# Does |Sin(n)| Converge?

Hi, All:

I am trying to see if a_n:={|Sin(n)|}, with n=1,2,... and | . | standard absolute value,
is convergent. I know the set {k.pi}, k=1,2,... is dense in [0,1] (pi is equidistributed mod1) , and we have that Sin(n)=Sin(n+pi), but it seems like {|Sinn|} is dense in [0,1], so that it cannot have a limit (i.e., a unique limit point). Any Ideas?

No, it doesn't converge. From the equidistribution theorem, a result very similar to the one you quoted holds: {k/(2pi) mod 1} is dense in [0, 1]. Scaling everything up by 2pi, {k mod 2pi} is dense in [0, 2pi]. Now 0 and pi/2 are both limit points of this set, so they're approached by convergent sequences s1 and s2 respectively. But then the limit of |sin(an)| on these two sequences is |sin(0)|=0 and |sin(pi/2)|=1 respectively, from continuity. The lim sup and lim inf are then unequal, so the original sequence doesn't converge. This same reasoning does show that {|sin(n)|} is dense on [0, 1].

Thanks, Josh; a new question came to me:

Is there a way of determining any actual value assumed by {|sin(n)|}? Or, are we sure there are rationals or irrationals in the sequence? We can of course exclude {|sinx|: x irrational, and values like Sqr2/2 , as the image of Pi/4; do you know of any result, e.g.,
like with elements of the Cantor set and the base-3 representation (excluding, I think, strings with a 0 in them) about this set?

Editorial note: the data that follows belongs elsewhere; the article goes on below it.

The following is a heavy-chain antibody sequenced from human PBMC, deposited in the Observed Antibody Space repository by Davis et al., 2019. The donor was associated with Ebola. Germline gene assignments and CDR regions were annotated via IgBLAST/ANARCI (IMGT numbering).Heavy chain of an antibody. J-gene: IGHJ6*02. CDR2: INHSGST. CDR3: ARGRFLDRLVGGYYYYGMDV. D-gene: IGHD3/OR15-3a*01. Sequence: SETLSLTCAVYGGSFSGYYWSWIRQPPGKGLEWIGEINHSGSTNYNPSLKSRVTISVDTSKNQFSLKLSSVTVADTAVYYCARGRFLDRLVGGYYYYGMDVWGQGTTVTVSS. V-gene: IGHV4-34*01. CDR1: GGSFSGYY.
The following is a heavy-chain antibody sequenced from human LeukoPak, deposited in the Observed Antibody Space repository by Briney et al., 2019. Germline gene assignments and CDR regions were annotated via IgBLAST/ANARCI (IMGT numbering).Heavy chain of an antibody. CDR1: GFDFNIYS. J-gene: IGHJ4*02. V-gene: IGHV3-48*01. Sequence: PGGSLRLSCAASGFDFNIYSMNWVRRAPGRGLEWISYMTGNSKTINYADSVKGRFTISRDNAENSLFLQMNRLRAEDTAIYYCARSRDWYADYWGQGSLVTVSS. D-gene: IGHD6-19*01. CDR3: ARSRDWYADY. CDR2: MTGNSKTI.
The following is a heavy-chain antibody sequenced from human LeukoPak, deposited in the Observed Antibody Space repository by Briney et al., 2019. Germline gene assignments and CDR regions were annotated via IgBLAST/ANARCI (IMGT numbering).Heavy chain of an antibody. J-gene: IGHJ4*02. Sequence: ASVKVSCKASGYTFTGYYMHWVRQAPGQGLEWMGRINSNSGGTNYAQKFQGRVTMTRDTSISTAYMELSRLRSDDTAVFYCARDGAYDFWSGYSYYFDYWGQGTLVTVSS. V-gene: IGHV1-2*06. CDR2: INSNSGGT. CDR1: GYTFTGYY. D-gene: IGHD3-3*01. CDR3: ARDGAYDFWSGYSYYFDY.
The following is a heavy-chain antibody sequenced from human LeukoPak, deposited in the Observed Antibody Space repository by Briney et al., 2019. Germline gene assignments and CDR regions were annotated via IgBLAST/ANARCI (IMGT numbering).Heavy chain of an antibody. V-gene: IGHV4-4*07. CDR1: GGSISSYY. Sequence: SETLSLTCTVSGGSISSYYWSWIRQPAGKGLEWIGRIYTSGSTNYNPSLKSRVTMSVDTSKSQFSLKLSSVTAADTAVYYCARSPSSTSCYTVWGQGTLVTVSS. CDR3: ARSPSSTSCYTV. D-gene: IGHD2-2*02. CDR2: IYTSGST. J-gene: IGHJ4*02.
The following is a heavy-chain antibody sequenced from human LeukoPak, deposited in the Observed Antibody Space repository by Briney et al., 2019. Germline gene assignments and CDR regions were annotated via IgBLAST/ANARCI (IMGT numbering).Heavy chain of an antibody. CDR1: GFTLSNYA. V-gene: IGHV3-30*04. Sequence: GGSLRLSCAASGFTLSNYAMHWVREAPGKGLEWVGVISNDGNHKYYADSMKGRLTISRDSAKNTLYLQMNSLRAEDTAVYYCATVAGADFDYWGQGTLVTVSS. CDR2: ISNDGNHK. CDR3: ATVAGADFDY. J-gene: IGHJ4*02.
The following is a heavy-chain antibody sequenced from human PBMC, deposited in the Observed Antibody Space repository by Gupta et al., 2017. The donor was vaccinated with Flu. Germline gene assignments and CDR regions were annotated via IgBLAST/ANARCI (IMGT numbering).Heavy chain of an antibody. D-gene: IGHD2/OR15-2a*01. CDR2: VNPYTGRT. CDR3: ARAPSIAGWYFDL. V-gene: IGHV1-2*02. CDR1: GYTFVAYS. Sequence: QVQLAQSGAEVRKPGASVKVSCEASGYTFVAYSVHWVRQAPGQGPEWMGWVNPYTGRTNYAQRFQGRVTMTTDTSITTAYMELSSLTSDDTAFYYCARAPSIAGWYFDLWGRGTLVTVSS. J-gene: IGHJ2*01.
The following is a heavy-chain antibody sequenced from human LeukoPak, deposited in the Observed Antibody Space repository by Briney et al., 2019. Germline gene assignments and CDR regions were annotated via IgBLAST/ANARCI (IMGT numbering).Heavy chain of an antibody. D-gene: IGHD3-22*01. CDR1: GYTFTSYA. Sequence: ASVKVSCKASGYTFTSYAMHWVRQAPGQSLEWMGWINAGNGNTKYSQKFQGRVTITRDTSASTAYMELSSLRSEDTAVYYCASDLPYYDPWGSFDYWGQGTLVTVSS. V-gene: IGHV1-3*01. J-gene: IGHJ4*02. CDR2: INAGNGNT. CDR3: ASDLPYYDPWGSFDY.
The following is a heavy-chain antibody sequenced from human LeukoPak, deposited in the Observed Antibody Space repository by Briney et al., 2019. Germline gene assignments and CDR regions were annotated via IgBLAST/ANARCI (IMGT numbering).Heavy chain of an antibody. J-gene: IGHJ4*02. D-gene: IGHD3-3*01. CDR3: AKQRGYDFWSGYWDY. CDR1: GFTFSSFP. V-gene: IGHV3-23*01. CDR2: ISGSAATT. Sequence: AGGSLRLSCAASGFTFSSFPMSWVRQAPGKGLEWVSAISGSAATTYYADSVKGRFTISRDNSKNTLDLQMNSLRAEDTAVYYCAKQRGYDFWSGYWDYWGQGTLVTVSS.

The only relevant result I'm aware of is the http://en.wikipedia.org/wiki/Lindemann%E2%80%93Weierstrass_theorem" [Broken] (actually, Lindemann's half is sufficient) which says that e^a where a != 0 is any algebraic number is transcendental. [Briefly, an algebraic number is a root of some polynomial equation with integer coefficients. A transcendental number is not. Transcendental numbers are in particular irrational, since the root of ax - b is b/a.] It turns out that any rational polynomial with integer coefficients evaluated at a transcendental number gives a transcendental result. I don't know a name for this result. The only proof I've seen is my own, since it was an exercise in a Galois theory book of mine.

In any case, if n is a positive integer, ni is algebraic [(x - ni)(x + ni) = x^2 + n^2], so e^(ni) is transcendental, so

(e^(in))^2 - 1)/(e^(in))
= e^(in) - e^(-in)

is transcendental, so

1/(2i) (e^(in) - e^(-in))
= sin(n)

is transcendental, so |sin(n)| is transcendental. This immediately rules out eg. sqrt(2)/2, since this is obviously algebraic. An arbitrary finite nesting of radicals is also ruled out: sqrt(2 + sqrt(2))/2 is never hit, for instance.

To be clear the sequence {|sin(n)|} where n is a positive integer is composed only of transcendental numbers, so contains no irrationals. You can actually use the formula listed http://en.wikipedia.org/wiki/List_o....2C_cosine.2C_and_tangent_of_multiple_angles" to write sin(n) in terms of sin(1), cos(1) = sqrt(1 - sin^2(1)), and positive exponents of these two. That is, sin(n) is in the field extension Q(sin(1), cos(1)).

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